This Note argues that state laws that regulate private militia groups are constitutional and not violative of the Second Amendment. To supplement this argument, this Note proposes that all states should adopt the same standard to consistently regulate armed militia gatherings in public spaces. This standard, modeled on Alabama’s statute regulating unauthorized military organizations, would cover a variety of armed groups gathering at protests, rallies, and public events. Additionally, this proposed law would increase penalties for those convicted to enhance deterrence and give the law more bite. The application of this standard across all fifty states could de-escalate tensions, prevent violence, and save lives.

To begin its analysis of laws regulating armed groups, this Note must first define what constitutes a “private militia,” a term that has taken on new meaning in recent years. Part I defines the term and examines key differences between unofficial private militias and state-sanctioned forces. Part I also traces the origins of militia groups in America, from their colonial roots through the present day, exploring some of the key features animating the modern movement. Part II examines recent Second Amendment jurisprudence to analyze some of the theories that private militias draw on in arguing for their right to gather in public while armed.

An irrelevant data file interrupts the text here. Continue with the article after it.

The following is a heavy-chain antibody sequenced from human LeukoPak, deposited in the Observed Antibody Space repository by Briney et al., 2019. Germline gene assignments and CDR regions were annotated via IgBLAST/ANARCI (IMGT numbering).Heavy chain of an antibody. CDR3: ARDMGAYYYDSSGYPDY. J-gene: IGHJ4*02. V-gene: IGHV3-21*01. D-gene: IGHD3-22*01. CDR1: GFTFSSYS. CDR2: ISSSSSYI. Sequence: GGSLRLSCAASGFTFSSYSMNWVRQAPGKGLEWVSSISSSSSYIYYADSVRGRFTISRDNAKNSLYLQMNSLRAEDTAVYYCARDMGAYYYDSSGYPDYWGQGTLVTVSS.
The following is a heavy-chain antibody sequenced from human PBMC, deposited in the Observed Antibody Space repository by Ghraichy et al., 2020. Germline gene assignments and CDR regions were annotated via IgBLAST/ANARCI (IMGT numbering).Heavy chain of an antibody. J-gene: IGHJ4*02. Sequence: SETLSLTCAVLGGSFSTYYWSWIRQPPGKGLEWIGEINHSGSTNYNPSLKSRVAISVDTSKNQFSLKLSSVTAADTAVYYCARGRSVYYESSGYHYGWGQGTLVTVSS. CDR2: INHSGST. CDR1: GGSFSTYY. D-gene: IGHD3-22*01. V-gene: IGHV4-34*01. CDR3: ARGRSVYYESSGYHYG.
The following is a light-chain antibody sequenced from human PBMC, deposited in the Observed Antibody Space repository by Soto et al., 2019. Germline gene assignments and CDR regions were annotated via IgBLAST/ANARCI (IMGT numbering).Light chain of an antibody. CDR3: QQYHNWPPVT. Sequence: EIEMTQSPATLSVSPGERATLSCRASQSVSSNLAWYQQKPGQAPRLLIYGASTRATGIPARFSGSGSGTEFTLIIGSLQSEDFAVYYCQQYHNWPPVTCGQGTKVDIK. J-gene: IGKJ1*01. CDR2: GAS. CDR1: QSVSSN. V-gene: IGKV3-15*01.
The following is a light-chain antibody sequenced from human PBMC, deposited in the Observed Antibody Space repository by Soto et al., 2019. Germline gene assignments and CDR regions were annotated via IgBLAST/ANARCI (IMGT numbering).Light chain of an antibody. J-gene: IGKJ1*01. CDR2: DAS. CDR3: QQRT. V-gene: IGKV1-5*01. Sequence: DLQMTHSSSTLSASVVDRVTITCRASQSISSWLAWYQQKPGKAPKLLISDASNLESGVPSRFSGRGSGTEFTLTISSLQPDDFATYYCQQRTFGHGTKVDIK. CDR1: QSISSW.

Part III describes the existing provisions used to regulate armed groups and examines their constitutionality under the Second Amendment. Part IV then details this Note’s proposed standard, addressing practical challenges of implementation and responding to anticipated counterarguments. Finally, a brief conclusion summarizes this Note’s argument and reexamines the current landscape for private militia groups. States have the tools at their disposal to limit the negative influence of armed private militias. These laws are constitutional, and states can, and should, use them to protect communities.